Step 4 - Create an Instrument Track

Okay, here’s where things get a little tricky: A vocoder will never work until both the carrier and the modulator inputs are firing at the same time. To make this happen, let’s right-click on the subtractor and select ‘Create Instrument Track for Subractor 1'.

Now the sequencer will appear, and you’ll notice that your Subtractor is now live, and has MIDI input, indicated by the small keyboard.

The subtractor is now live

Step 5 - Enable Audio

Now, we have MIDI input, and we have audio input, but if you try singing, and playing after setting up the Subtractor, you’ll notice that you still don’t hear anything. We need to Enable Monitoring on the Audio track. 

Enable monitoring on the audio track

Now, if you play your Subtractor, and sing at the same time, you will hear a very basic vocoder sound. This is especially true if you’re using the default Subtractor patch. Why don’t we spice things up a bit with a more robotic vocoder sound?

Step 6 - Make the Sound Bigger!

The Subtractor may be the small synth on the block in Reason City but trust me: it’s great for vocoding, and can sound huge. Right-click on the Subtractor, for safe measure, and select Initialize Patch.

Next, raise the Filter Frequency of the Subtractor all the way up. This ensures that you can hear the full frequency range coming through the vocoder.

Raise the filter frequency of the subtractor

Then, enable the second Oscillator on the Subtractor, and take the octave down 1. This will make the Vocoder much more ‘layered’, because we already have the first oscillator going over the top in a higher octave. Layering two octaves will also increase the robot feel. Much more 1980s Transformers, Battlestar Galactica.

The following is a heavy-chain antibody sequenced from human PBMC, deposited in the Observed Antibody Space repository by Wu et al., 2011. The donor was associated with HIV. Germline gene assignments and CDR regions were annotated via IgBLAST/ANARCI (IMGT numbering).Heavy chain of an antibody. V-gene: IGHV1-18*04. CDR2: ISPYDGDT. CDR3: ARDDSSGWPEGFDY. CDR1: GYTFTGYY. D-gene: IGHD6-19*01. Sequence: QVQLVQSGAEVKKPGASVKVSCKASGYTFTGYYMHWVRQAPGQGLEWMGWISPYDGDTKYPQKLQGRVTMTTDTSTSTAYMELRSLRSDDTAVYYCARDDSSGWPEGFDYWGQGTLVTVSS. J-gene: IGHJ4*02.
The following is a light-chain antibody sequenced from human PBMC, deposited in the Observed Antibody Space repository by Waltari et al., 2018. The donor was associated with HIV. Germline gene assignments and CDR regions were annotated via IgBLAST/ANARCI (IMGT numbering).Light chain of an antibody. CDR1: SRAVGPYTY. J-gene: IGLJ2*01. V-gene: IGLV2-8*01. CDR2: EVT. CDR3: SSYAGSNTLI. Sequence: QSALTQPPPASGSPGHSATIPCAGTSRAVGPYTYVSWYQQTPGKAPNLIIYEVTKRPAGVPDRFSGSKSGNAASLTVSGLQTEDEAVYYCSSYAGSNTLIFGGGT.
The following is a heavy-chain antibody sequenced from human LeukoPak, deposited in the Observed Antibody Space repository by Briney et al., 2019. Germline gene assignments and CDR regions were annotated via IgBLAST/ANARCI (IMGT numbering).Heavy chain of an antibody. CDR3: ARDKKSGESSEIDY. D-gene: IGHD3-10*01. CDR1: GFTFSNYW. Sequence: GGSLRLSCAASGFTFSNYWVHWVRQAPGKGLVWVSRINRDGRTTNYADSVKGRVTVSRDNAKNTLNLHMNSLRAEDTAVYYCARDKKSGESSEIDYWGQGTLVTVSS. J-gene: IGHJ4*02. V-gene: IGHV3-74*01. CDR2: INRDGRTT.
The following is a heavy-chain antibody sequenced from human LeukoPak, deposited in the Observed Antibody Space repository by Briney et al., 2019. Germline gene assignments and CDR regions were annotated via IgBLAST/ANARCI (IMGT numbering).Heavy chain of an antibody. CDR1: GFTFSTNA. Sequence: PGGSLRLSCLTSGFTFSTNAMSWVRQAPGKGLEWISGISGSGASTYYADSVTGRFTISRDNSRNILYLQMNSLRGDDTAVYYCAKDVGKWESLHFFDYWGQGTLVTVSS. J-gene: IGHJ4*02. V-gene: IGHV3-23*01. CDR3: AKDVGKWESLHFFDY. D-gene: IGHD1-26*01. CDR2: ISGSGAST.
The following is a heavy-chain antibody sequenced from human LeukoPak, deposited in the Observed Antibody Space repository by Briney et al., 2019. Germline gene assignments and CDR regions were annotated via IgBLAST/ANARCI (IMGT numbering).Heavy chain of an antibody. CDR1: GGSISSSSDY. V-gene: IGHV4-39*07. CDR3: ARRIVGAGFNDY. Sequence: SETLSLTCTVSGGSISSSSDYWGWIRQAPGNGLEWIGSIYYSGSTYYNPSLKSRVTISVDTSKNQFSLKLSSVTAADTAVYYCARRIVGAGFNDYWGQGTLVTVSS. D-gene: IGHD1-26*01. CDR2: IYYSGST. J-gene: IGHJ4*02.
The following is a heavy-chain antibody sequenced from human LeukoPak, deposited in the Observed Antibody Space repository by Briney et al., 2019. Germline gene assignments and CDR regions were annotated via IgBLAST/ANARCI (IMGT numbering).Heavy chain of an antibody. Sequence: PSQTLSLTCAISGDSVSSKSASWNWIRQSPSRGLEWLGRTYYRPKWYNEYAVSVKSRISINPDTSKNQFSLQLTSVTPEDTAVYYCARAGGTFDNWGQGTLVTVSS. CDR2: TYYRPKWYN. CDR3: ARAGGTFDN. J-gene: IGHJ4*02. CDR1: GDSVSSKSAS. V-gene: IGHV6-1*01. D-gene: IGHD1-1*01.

Layering the sound

Now, let’s change the Phase mode to Minus on Oscillator 2. This will really thicken things up, and make it Phat, phat, phat!

thickening the sound

And, finally, turn the High Frequency Emphasis all the way up, so you can hear the full vocoding mightiness!

Increase the High Frequency Emphasis

Let’s give it a listen now!

See, much bigger, phatter, and Sound-wavier. There’s so much more in terms of sound possibilities. Makes sure that you experiment with both the Vocoder and the Subtractor, because there are tons of sound alternatives.

Closing Comments

Now that you’re set up, you can sit and make robot voices for the rest of the year and it will take little time and energy. You can also now use Reason as a dedicated vocoder if you have a second machine that runs a separate DAW... And, you can use Reason live, as long as your remember to enable monitoring. 

The fact of the matter is, you have unbridled access to one of the best vocoders out there, with some of the best synthesizers as carriers, as well. 

Sound Designer, Musician, Author... G.W. Childs has worn many hats. Beginning in the U.S. Army back in 1991, at the age of 18, G.W. began learning electronics, communications and then ultimately audio and video editing from the Department of Defense. Upon leaving the military G.W. went on to work for many exciting companies like Lu... Read More


Want to join the discussion?

Create an account or login to get started!